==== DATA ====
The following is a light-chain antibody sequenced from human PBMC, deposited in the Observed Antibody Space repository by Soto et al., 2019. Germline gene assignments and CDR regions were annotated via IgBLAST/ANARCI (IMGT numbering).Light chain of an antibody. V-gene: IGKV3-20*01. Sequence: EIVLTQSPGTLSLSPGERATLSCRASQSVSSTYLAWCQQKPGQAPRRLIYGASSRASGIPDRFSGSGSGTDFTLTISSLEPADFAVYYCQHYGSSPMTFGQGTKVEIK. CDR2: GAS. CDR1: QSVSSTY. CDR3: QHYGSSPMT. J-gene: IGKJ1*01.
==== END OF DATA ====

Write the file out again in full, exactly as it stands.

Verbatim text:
The following is a light-chain antibody sequenced from human PBMC, deposited in the Observed Antibody Space repository by Soto et al., 2019. Germline gene assignments and CDR regions were annotated via IgBLAST/ANARCI (IMGT numbering).Light chain of an antibody. V-gene: IGKV3-20*01. Sequence: EIVLTQSPGTLSLSPGERATLSCRASQSVSSTYLAWCQQKPGQAPRRLIYGASSRASGIPDRFSGSGSGTDFTLTISSLEPADFAVYYCQHYGSSPMTFGQGTKVEIK. CDR2: GAS. CDR1: QSVSSTY. CDR3: QHYGSSPMT. J-gene: IGKJ1*01.